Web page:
I hope you don't mind if I cross-pollinate this board with some stuff from the E. But in this thread regarding whether thoughts really matter in terms of karma, Ven. Huifeng offers some very helpful insights (I sure learned from them), and they seemed worth posting here, too. So here they are:
Huifeng wrote:So, we have five aggregates:
1. physical form
2. sensation - pleasant, unpleasant, neither nor.
3. perceptions / conceptions - which are internal verbalizations
4. volition / formation - constructive acts, esp. including "cetana" and "karma", the various emotions (e-mote = to make move), etc.
5. cognition / consciousness - bare cognition, ethically neutral
Now, #1 is matter, so is out of our scope of "do thoughts really matter".
#2, #3 & #4 are called mental factors (cetasika)
#5 is mind itself (citta / mano / vinnana)
So, we are really only talking about #2~#5 inclusive for out topic here.
Mind itself (citta), doesn't really "think", and it is not really what we mean by "thought" (though old translations sometimes rendered it as such).
Sensations are ethically neutral, and, as Bhante Dhammanando states, they are more the result of karma. In this sense, passive.
So, this leaves us with perception / conception (sanna), and volition / formation (sankhara).
The early stages of perception are passive too, and ethically neutral. But, as they form into conceptions, they easily break into conceptual proliferation and views. These are types of defilements. However, there is some dispute as to whether "views" constitute karma or not. But, they can be seen as the basis behind karma. esp. the views "I", "mine" and "my soul".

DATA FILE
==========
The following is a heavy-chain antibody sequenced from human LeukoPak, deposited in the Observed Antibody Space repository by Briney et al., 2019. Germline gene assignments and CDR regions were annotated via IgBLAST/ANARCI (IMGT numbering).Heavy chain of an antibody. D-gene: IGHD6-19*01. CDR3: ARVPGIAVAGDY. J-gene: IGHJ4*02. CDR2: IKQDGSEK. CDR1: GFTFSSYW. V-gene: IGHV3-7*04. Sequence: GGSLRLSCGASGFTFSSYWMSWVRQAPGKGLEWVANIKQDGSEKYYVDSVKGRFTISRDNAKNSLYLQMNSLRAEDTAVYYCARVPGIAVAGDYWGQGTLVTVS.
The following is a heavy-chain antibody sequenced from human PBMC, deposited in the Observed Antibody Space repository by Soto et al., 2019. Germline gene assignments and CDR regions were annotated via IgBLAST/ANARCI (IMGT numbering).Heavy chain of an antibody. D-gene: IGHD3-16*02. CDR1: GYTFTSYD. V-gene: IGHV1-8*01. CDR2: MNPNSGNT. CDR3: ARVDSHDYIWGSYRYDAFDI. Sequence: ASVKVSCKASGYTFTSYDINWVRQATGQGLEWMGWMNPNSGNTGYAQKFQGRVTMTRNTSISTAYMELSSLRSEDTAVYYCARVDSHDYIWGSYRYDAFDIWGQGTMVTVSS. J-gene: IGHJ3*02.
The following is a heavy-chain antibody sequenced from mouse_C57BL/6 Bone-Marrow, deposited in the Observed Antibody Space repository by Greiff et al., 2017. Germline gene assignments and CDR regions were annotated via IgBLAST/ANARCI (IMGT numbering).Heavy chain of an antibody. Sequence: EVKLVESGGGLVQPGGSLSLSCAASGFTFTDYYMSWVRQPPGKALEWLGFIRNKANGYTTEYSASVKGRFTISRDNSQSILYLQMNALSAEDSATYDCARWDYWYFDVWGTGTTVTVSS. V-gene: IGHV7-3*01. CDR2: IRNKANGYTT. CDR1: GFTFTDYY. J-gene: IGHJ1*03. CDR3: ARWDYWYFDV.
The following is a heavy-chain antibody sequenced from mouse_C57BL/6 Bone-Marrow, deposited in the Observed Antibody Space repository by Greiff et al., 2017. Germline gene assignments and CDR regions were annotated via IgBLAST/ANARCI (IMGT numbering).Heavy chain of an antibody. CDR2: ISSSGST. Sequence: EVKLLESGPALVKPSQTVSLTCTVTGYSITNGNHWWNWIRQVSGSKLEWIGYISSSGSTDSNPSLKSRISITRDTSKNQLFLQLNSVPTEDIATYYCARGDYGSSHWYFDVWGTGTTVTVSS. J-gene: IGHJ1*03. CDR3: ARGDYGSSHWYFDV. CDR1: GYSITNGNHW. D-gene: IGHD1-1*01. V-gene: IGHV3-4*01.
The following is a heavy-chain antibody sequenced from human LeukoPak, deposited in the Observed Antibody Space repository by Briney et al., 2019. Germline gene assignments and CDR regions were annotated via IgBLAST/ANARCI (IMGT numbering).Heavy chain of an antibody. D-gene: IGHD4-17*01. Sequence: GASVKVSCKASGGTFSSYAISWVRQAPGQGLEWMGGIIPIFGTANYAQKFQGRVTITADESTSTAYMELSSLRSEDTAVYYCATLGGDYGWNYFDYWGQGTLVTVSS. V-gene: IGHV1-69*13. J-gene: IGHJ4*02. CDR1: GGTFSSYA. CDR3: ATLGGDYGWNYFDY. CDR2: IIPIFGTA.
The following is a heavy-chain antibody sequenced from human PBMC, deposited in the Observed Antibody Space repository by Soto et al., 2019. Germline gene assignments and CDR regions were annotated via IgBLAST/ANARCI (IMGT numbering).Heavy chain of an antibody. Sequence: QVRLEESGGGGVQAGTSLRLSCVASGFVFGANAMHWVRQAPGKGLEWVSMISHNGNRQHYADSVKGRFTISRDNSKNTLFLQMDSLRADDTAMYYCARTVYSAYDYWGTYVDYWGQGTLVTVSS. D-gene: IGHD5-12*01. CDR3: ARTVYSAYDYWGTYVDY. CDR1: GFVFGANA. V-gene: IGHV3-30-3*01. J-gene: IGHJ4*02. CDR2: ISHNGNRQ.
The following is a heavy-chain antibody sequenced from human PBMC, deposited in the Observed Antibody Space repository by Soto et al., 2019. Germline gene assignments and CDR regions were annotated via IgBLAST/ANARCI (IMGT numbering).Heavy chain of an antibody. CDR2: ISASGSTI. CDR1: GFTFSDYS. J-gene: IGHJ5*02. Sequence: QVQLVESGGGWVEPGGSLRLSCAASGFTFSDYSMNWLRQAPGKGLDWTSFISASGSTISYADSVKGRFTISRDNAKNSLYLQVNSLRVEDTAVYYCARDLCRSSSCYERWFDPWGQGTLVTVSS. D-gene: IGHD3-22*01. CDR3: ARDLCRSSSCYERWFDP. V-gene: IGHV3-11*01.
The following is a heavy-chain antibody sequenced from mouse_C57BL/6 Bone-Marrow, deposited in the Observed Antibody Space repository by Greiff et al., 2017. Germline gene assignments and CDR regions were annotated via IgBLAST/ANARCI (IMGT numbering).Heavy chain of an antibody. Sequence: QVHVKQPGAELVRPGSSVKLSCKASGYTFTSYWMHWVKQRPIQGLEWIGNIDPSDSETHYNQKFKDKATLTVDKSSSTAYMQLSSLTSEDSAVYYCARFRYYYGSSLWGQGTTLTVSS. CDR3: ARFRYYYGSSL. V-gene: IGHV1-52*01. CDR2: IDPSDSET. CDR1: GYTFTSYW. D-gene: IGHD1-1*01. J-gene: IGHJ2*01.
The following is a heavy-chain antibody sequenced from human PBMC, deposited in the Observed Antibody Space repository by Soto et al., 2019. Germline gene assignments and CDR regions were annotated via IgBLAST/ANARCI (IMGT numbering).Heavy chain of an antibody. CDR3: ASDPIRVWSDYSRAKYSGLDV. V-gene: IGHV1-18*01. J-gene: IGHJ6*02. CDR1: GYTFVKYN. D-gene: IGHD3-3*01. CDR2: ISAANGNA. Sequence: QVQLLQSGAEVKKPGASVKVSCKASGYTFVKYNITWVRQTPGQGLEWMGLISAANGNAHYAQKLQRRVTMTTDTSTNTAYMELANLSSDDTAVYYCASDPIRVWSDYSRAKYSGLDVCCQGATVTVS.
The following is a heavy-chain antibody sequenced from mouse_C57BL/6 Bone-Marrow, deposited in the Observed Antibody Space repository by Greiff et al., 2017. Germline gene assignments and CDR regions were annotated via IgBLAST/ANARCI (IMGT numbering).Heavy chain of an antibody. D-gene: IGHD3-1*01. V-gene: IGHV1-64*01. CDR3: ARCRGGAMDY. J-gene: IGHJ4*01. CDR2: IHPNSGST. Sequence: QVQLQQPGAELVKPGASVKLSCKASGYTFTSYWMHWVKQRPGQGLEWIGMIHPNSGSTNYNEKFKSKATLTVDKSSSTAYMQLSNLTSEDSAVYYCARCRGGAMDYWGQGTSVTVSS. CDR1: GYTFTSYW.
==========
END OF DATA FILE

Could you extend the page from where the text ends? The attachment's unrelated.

Perception and conception in this sense are "thought" in the usual English meaning of the term, use words to think about stuff.
Volition / formation is definitely karma, by definition (see my earlier quote from AN). It is active, again by definition - the "-kara" in "sankhara" meaning "action", ("karaka" / "katr" = actor, etc.) They are emotions.
So, it may depend on what degree one considers emotions and volitions to be "thoughts".
Usually, in the Buddhist sense, they do not require words (unlike perceptions / conceptions), but the two run together. In most systems of buddhist psychology, in fact, all five aggregates always run together. However, this does not mean that they should be conflated together.
(Unless one is a strict Darstantika like Srilata, but lets not go there, and I doubt anybody will know who or what I am talking about! )
So, depending on your definition and range / scope of the word "thought", hopefully this should provide some basis for answering the OP:
"Do thoughts really matter in terms of karma?"